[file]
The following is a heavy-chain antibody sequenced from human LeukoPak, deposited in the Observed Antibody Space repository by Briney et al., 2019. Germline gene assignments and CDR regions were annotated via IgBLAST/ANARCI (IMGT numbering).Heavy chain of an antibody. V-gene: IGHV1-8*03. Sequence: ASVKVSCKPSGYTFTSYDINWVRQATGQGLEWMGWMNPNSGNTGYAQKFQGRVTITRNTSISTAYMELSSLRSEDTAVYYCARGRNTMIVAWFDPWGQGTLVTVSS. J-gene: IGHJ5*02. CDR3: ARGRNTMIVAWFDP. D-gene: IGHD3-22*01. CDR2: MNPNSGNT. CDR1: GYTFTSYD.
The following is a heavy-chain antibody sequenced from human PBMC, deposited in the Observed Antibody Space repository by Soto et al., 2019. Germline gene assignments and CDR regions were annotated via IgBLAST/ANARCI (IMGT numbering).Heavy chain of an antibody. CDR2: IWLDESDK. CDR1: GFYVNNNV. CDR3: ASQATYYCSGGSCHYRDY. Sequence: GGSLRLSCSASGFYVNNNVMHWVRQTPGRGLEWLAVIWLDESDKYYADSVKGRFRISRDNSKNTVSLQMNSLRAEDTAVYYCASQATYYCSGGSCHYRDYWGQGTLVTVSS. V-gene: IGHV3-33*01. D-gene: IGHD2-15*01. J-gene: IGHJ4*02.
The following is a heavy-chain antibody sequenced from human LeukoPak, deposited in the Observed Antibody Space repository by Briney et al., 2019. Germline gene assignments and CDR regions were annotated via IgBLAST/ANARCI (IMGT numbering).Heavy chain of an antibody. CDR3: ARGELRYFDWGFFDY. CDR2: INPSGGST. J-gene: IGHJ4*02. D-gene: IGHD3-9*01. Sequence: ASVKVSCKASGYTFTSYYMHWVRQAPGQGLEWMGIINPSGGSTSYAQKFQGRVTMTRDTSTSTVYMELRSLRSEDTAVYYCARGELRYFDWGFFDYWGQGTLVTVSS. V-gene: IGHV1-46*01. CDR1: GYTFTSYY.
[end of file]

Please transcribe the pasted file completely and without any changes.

The following is a heavy-chain antibody sequenced from human LeukoPak, deposited in the Observed Antibody Space repository by Briney et al., 2019. Germline gene assignments and CDR regions were annotated via IgBLAST/ANARCI (IMGT numbering).Heavy chain of an antibody. V-gene: IGHV1-8*03. Sequence: ASVKVSCKPSGYTFTSYDINWVRQATGQGLEWMGWMNPNSGNTGYAQKFQGRVTITRNTSISTAYMELSSLRSEDTAVYYCARGRNTMIVAWFDPWGQGTLVTVSS. J-gene: IGHJ5*02. CDR3: ARGRNTMIVAWFDP. D-gene: IGHD3-22*01. CDR2: MNPNSGNT. CDR1: GYTFTSYD.
The following is a heavy-chain antibody sequenced from human PBMC, deposited in the Observed Antibody Space repository by Soto et al., 2019. Germline gene assignments and CDR regions were annotated via IgBLAST/ANARCI (IMGT numbering).Heavy chain of an antibody. CDR2: IWLDESDK. CDR1: GFYVNNNV. CDR3: ASQATYYCSGGSCHYRDY. Sequence: GGSLRLSCSASGFYVNNNVMHWVRQTPGRGLEWLAVIWLDESDKYYADSVKGRFRISRDNSKNTVSLQMNSLRAEDTAVYYCASQATYYCSGGSCHYRDYWGQGTLVTVSS. V-gene: IGHV3-33*01. D-gene: IGHD2-15*01. J-gene: IGHJ4*02.
The following is a heavy-chain antibody sequenced from human LeukoPak, deposited in the Observed Antibody Space repository by Briney et al., 2019. Germline gene assignments and CDR regions were annotated via IgBLAST/ANARCI (IMGT numbering).Heavy chain of an antibody. CDR3: ARGELRYFDWGFFDY. CDR2: INPSGGST. J-gene: IGHJ4*02. D-gene: IGHD3-9*01. Sequence: ASVKVSCKASGYTFTSYYMHWVRQAPGQGLEWMGIINPSGGSTSYAQKFQGRVTMTRDTSTSTVYMELRSLRSEDTAVYYCARGELRYFDWGFFDYWGQGTLVTVSS. V-gene: IGHV1-46*01. CDR1: GYTFTSYY.